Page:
Roku Ultra vs. Apple TV 4K vs. Nvidia Shield: Face-Off

Streaming dongles are more powerful and affordable than ever, but if you want a truly premium viewing experience, a full-fledged box is the way to go. The Roku Ultra ($100), Apple TV 4K ($179 - $199) and Nvidia Shield TV ($179 - $199) are the most powerful, comprehensive streaming gadgets on the market, offering lightning-fast performance, a bevy of extra content and a ton of useful bells and whistles.

We put the Roku Ultra, the Apple TV 4K and the Nvidia Shield head-to-head-to-head to see which one triumphed. It's important to bear in mind that all of the devices have strengths and weaknesses, particularly if you're looking to do any gaming, or provide your own content via USB or microSD card. Whether you're a video streamer with eclectic tastes or a connoisseur of all gadgets with an "i" in front of them, read on to see which player stands tallest.

Design (10 Points)

Streaming boxes are generally just black squares with a company logo.

Apple TV 4KApple TV 4KNeither the Apple TV 4K nor the Roku Ultra do much to challenge this perception. The former is a little taller, and the latter is a little squatter, but they both have rounded edges and pretty unremarkable profiles.

Nvidia ShieldNvidia ShieldThe Nvidia Shield is a little more eye-catching, with zigzagging angles and green highlights, like a high-tech cubist sculpture. It’s easily the most attractive of the three devices, although it might be a little incongruous with the rest of the staid, restrained accessories in your entertainment center.

Roku UltraRoku UltraIt's worth pointing out that none of the devices has a digital audio output, which could make life difficult for people who take their sound setups very seriously. However, both the Roku Ultra and the Nvidia Shield have microSD and USB ports, for easy access to your own content. The Apple TV 4K doesn't have either one.

WINNER: Nvidia Shield. Not only is the Shield considerably more attractive than its competitors, but it  has multiple USB ports and a microSD card reader.

Setup (10 Points)

While you have to set up your device only once (hopefully), your initial experience with a streaming player can color your entire perception of it. A good setup process will have you watching what you want to watch within minutes; a bad one will leave you wading through menus and wondering where the last half-hour went.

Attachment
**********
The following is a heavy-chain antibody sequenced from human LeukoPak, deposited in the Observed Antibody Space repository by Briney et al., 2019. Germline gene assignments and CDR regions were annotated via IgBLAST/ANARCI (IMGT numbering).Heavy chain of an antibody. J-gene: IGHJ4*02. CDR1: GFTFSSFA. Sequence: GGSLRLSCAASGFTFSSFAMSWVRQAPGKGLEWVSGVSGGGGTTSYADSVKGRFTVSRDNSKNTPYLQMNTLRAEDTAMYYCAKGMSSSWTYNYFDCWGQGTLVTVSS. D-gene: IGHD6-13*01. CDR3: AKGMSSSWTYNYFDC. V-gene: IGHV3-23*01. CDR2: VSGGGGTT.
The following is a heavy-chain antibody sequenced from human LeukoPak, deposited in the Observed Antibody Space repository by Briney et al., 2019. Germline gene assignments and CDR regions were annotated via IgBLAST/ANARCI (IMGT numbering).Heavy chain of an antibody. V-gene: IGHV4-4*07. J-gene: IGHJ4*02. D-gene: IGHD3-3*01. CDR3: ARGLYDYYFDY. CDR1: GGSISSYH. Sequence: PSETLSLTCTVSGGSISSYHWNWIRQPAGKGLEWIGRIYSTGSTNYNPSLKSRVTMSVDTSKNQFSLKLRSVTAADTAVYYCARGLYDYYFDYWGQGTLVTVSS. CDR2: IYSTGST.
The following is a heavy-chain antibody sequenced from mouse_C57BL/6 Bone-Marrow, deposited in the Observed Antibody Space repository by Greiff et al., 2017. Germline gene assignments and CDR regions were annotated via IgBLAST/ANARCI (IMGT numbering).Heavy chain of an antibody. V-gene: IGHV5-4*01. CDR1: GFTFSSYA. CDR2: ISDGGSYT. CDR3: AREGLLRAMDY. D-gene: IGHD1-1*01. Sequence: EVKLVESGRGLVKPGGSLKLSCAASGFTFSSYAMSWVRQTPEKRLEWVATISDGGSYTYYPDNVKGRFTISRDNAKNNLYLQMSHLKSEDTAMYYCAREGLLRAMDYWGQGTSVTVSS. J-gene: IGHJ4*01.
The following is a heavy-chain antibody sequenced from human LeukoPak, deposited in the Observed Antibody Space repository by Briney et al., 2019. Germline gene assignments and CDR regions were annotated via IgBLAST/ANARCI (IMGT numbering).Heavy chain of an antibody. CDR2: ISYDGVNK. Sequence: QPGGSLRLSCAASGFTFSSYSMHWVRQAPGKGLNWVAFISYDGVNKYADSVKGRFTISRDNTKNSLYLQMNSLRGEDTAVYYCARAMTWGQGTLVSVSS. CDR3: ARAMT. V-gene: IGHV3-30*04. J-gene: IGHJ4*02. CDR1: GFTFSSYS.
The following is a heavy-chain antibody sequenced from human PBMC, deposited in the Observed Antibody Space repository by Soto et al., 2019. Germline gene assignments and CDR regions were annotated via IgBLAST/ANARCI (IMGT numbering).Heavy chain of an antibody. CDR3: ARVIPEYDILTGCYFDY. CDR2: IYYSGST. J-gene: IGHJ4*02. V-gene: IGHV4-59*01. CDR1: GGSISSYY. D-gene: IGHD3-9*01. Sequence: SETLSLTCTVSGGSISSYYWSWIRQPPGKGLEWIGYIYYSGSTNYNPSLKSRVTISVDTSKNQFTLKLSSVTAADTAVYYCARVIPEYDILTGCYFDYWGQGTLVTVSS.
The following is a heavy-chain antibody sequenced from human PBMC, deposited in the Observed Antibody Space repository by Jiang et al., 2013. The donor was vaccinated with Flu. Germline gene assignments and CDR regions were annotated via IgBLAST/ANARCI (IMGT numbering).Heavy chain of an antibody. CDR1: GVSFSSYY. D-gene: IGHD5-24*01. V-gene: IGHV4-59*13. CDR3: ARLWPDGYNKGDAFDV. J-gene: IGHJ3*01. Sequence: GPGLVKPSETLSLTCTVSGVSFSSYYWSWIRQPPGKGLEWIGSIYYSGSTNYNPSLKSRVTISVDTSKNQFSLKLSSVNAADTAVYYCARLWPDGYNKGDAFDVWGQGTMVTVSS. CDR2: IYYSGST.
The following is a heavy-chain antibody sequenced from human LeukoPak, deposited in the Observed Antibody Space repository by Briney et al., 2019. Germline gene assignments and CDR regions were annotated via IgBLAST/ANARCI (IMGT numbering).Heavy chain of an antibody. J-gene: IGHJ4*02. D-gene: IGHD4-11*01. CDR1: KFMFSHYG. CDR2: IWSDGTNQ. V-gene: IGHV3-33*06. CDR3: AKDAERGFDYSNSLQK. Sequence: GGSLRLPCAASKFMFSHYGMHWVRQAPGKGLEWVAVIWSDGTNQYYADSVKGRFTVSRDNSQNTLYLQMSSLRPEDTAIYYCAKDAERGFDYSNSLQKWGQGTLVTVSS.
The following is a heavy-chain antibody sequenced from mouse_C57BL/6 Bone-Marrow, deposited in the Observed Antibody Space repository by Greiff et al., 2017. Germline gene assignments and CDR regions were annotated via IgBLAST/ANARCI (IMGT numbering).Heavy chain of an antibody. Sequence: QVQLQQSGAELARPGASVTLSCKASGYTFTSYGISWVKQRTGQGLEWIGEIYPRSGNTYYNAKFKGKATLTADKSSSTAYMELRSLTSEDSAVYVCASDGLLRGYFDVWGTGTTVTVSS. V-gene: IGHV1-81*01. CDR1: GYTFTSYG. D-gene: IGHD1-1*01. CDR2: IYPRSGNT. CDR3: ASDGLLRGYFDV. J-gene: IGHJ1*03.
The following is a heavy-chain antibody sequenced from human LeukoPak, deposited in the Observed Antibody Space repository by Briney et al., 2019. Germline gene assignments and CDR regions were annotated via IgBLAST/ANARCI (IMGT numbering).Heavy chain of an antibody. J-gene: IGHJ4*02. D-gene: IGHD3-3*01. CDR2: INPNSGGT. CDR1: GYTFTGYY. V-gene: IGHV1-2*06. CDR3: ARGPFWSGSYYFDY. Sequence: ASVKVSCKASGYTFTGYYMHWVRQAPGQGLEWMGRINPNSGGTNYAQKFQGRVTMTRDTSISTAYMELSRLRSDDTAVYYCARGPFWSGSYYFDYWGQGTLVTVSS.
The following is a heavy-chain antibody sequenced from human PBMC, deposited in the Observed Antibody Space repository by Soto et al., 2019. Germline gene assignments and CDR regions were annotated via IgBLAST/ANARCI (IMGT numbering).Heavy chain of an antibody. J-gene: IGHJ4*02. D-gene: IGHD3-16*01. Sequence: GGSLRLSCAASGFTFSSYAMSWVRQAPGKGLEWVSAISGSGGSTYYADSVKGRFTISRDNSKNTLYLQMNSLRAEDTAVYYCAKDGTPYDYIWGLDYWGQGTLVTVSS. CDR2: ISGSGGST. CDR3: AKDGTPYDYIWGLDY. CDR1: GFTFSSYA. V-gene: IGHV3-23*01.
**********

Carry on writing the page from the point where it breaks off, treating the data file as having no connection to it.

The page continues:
The first thing you'll need to do is make an account with either Roku, Apple or Google, but this doesn't take much time, and is roughly comparable across all three platforms. All three platforms also allow you to sign in with the aid of your smartphone, further streamlining the process.

Assuming you have another Apple device, the Apple TV 4K probably has the simplest setup process. Apple's streaming box can take your settings directly from your iPhone or iPad, and have all of your content ready to go. Roku can do similar things if you've owned a Roku device before, although you'll have to go through a few cumbersome sign-in pages each time.

The Nvidia Shield is probably the least intuitive of the three, but only because you'll have to sign in twice to access all of its features. Your Google account will suffice for all of the regular Android TV features, but you'll need to create a separate Nvidia account for a lot of important gaming features. It's an extra step, and it's a little cumbersome.

Winner: Apple TV 4K. While a really easy setup requires another iDevice, the Apple TV 4K can be up and running in mere minutes, with all of your content ready to go.

Interface (20 Points)

In past years, Roku dominated the interface section, but other manufacturers have been fairly fast to catch up. The Roku Ultra's home screen is absolutely beautiful, letting you customize your favorite channels into neat, tidy rows and columns. The Apple TV 4K's home screen actually one-ups it, by letting you do the same thing, but with folders, and without invasive ads.